In Europe, four years later in 2011, the First Nyéléni Europe Forum for Food Sovereignty was held in Krems, Austria. This forum brought together existing European food sovereignty initiatives and aimed to regionalise and strengthen the dynamics of the International Forum for Food Sovereignty. It brought together over 400 people from 35 countries and over 250 organizations were represented. A European Food Sovereignty Declaration was one important outcome of the Forum and was approved consensually by the participants. The declaration has been translated into 16 languages and has served as the framework of the Nyéléni Europe Food Sovereignty Movement for years. You can find it here: https://nyelenieurope.net/publications/nyeleni-europe-declaration-2011

 

Five years later, the 2nd Nyéléni Europe Forum for Food Sovereignty took place in Cluj-Napoca, Romania between 26th -30th October 2016. The Forum gathered over 500 delegates from 43 countries, from the Urals and Caucasus, and from the Arctic to the Mediterranean, representing 290 civil society organizations of peasants, fishers, pastoralists, indigenous people, consumers, trade unions, environmental justice, solidarity, and human rights organizations, communitybased food movements, journalists, and researchers working for food sovereignty in Europe and Central Asia at different levels. The aim of the forum was to share experiences, build on our common understanding of food sovereignty, share ideas for powerful joint actions, discuss strategies to relocalize Europe’s food systems, and explore how to influence key policies in Europe. The gathering was an important stepping stone for building a strong food sovereignty movement in Europe, especially in Eastern Europe, as well as in several other European countries where no food sovereignty platforms previously existed. The forum was also a first step towards structuring the European movement and giving it visibility through the planning of shared actions.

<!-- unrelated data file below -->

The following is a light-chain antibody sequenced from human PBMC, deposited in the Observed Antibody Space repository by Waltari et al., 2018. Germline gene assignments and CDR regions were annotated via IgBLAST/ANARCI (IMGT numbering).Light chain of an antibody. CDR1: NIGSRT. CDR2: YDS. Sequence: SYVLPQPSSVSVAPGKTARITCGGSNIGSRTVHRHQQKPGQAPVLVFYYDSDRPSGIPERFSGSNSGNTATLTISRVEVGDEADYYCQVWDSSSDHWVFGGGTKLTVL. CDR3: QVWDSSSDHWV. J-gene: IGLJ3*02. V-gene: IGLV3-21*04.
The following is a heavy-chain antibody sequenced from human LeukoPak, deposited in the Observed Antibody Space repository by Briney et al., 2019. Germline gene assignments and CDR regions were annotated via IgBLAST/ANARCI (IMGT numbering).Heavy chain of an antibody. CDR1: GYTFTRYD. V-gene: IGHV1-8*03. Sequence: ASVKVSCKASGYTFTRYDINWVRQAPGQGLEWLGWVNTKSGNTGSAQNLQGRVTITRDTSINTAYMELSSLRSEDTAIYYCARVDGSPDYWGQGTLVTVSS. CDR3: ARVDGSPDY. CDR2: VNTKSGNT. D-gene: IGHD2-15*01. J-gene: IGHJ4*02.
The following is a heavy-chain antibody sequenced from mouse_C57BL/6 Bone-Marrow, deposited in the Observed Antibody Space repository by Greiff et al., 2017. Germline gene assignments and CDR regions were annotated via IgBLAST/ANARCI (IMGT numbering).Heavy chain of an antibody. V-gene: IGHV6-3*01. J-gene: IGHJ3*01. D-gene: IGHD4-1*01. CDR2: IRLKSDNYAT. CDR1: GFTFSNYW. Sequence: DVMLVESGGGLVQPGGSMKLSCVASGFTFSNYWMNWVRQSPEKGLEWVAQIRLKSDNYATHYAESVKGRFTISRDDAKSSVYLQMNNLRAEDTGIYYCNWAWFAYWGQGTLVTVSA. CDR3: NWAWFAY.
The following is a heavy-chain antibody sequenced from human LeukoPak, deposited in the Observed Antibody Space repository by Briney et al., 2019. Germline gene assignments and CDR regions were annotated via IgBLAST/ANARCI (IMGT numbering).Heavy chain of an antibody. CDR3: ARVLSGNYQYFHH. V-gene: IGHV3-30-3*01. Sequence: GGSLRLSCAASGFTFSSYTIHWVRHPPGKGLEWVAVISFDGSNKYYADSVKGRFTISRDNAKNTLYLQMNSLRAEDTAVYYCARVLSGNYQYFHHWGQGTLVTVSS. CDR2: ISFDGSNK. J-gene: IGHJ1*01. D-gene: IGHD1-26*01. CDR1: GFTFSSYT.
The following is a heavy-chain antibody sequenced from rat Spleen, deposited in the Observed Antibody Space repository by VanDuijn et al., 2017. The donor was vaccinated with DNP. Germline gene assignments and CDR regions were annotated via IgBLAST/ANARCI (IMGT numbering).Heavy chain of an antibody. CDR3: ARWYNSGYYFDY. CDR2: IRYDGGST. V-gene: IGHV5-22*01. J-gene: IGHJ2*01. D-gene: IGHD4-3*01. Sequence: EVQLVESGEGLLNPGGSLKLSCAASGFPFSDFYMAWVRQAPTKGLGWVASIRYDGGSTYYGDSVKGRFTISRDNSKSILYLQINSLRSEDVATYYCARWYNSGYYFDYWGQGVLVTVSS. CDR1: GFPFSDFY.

In between these historic events and since then, food sovereignty has played an increasingly important role in debates about the social and environmental impacts of the industrial food system and alternatives to neoliberal policies. Food sovereignty puts agricultural producers and consumers at the center of the debate, and supports all peoples in their right to produce their own food, despite international market conditions, to consume local food and to sustain traditional and culturally appropriate food.